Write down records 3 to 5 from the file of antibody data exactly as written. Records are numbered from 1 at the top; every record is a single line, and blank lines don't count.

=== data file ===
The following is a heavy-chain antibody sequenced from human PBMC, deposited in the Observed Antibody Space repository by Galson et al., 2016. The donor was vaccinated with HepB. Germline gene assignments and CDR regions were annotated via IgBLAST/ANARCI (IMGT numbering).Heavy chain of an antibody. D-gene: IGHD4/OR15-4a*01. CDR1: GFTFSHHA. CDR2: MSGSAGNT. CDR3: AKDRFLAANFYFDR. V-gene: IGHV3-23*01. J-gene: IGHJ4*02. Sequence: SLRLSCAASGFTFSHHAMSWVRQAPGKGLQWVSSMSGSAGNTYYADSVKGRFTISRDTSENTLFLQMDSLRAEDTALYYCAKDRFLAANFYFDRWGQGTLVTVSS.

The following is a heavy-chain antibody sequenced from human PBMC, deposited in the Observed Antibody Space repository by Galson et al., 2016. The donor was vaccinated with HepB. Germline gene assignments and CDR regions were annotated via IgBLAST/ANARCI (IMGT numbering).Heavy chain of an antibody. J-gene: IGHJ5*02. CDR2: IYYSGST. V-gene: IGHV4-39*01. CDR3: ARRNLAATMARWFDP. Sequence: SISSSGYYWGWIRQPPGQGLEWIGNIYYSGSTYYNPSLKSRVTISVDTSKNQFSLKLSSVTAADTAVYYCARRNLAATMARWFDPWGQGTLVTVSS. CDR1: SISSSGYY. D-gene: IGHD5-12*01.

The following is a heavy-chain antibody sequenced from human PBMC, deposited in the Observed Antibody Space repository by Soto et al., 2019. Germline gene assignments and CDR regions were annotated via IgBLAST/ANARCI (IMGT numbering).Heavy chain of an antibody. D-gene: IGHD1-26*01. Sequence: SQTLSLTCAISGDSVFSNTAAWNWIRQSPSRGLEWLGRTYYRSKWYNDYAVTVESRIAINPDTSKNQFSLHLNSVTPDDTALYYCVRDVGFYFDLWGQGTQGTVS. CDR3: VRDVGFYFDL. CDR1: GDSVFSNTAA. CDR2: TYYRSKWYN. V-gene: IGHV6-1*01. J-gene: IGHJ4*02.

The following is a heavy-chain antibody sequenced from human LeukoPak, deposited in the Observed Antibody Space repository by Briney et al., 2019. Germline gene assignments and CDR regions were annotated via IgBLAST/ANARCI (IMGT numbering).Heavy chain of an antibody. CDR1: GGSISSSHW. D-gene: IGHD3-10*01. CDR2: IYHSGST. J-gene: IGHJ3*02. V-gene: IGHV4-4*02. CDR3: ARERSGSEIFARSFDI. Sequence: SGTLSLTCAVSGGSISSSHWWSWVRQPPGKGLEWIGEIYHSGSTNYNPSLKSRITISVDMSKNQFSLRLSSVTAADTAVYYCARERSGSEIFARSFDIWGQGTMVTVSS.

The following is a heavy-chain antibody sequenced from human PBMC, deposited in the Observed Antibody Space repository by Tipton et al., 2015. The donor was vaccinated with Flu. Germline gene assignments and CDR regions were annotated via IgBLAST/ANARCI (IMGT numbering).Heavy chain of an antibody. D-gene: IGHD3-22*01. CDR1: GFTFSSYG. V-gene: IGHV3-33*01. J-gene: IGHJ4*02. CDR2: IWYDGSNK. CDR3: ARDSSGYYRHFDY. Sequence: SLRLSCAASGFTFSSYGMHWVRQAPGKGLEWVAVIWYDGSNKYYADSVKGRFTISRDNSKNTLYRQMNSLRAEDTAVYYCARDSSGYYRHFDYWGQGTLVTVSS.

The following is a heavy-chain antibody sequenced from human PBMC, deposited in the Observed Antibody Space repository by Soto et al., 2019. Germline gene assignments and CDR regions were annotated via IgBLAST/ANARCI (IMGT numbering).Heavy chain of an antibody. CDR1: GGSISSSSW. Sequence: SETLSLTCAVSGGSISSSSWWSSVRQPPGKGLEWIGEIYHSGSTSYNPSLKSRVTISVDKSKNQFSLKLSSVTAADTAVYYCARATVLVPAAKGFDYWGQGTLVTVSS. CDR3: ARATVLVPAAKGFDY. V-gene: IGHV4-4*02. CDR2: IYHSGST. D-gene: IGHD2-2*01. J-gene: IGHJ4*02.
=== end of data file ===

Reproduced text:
The following is a heavy-chain antibody sequenced from human PBMC, deposited in the Observed Antibody Space repository by Soto et al., 2019. Germline gene assignments and CDR regions were annotated via IgBLAST/ANARCI (IMGT numbering).Heavy chain of an antibody. D-gene: IGHD1-26*01. Sequence: SQTLSLTCAISGDSVFSNTAAWNWIRQSPSRGLEWLGRTYYRSKWYNDYAVTVESRIAINPDTSKNQFSLHLNSVTPDDTALYYCVRDVGFYFDLWGQGTQGTVS. CDR3: VRDVGFYFDL. CDR1: GDSVFSNTAA. CDR2: TYYRSKWYN. V-gene: IGHV6-1*01. J-gene: IGHJ4*02.

The following is a heavy-chain antibody sequenced from human LeukoPak, deposited in the Observed Antibody Space repository by Briney et al., 2019. Germline gene assignments and CDR regions were annotated via IgBLAST/ANARCI (IMGT numbering).Heavy chain of an antibody. CDR1: GGSISSSHW. D-gene: IGHD3-10*01. CDR2: IYHSGST. J-gene: IGHJ3*02. V-gene: IGHV4-4*02. CDR3: ARERSGSEIFARSFDI. Sequence: SGTLSLTCAVSGGSISSSHWWSWVRQPPGKGLEWIGEIYHSGSTNYNPSLKSRITISVDMSKNQFSLRLSSVTAADTAVYYCARERSGSEIFARSFDIWGQGTMVTVSS.

The following is a heavy-chain antibody sequenced from human PBMC, deposited in the Observed Antibody Space repository by Tipton et al., 2015. The donor was vaccinated with Flu. Germline gene assignments and CDR regions were annotated via IgBLAST/ANARCI (IMGT numbering).Heavy chain of an antibody. D-gene: IGHD3-22*01. CDR1: GFTFSSYG. V-gene: IGHV3-33*01. J-gene: IGHJ4*02. CDR2: IWYDGSNK. CDR3: ARDSSGYYRHFDY. Sequence: SLRLSCAASGFTFSSYGMHWVRQAPGKGLEWVAVIWYDGSNKYYADSVKGRFTISRDNSKNTLYRQMNSLRAEDTAVYYCARDSSGYYRHFDYWGQGTLVTVSS.